Acute MI is not ruled out by contemporary troponins until AT LEAST 6 hours. (With high sensitivity troponin, a very small 1-, 2-, or 3- hour delta in the normal range can rule out MI with high negative predictive value.  Contemporary troponins, especially Trop T, are not precise enough to use a delta below the 99th percentile)

In this particular case, I do not think coronary CT angiogram added much to the patient's management, as he was pain free and the ECG showed reperfusion. Perhaps, after two negative troponins, the team was starting to doubt ACS at all - perhaps this CT angiogram helped them stay focused on the correct diagnosis of ACS. 

However, we believe there are several scenarios in which emergent coronary CT angio could be extremely helpful, such as:

A patient with suspected ACS and ongoing symptoms or ECG ischemia without STEMI criteria, who for whatever reason is not being taken for emergent angiogram due to lack of belief or understanding that the patient has OMI. In this case, if a CTCA were to show occlusion or near occlusion of a coronary vessel, in the context of acute symptoms, this may help the cardiologist understand the benefit to emergent management vs. delayed.

See this case where exactly that happened:

This patient with "NSTEMI" was not allowed to go to the cath lab. Then the ED provider obtained an emergent coronary CT angio. What do you think it showed?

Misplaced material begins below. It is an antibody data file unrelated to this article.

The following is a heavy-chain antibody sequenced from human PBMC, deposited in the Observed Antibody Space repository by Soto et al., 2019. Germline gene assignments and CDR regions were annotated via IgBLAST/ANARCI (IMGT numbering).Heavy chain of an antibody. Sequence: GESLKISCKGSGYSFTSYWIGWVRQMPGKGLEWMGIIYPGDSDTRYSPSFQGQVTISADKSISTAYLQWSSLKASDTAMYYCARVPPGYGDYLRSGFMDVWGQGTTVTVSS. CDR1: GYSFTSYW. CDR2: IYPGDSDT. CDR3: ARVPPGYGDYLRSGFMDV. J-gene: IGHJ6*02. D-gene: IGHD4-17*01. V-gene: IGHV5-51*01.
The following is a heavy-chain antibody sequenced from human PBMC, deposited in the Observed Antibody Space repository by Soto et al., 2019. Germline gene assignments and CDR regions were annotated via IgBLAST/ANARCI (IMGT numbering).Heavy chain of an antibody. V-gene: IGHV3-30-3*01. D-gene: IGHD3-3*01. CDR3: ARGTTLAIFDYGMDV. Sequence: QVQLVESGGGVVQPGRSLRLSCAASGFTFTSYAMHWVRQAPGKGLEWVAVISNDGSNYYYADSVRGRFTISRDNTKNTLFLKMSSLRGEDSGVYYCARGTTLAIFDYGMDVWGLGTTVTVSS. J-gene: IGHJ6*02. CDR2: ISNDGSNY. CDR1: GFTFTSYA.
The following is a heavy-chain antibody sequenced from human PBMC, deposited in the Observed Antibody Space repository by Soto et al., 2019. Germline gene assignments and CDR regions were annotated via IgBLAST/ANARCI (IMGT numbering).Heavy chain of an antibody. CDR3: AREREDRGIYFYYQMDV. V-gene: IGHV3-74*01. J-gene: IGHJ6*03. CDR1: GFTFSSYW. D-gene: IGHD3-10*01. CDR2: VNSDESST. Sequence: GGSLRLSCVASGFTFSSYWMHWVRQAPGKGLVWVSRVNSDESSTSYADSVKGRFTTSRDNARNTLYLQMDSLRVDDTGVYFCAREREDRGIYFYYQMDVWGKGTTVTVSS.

A patient who has possible ACS symptoms and ECG abnormalities that are concerning but suspected to be due to a non-ACS cause, such as takotsubo cardiomyopathy, brugada pattern, etc. In such a case, emergent CTCA showing perfectly patent coronaries may help to avoid false positive cath lab activation. We don't currently have a recorded case demonstrating this use.

If you have used emergent CTCA to help diagnose or rule out OMI, thereby informing emergent management of possible ACS, please send us your cases!

See this study in which CTCA was fairly accurate for predicting angiogram findings in a population of NSTEMI patients (sadly they have no presented data on OMI, or acute lesions that would benefit from emergent rather than delayed NSTEMI treatment):

Management of MI can be similar to stroke: Use CT angiogram. Don't depend only on STE on ECG for reperfusion?

Here are cases where CT scan of the myocardium, seen incidentally on Chest/Abd/Pelvis CT, diagnosed OMI or NOMI:

40-something male in a head-on Motor Vehicle Collision and Splenic Injury

Chest pain with NonDiagnostic ECG but Diagnostic CT Scan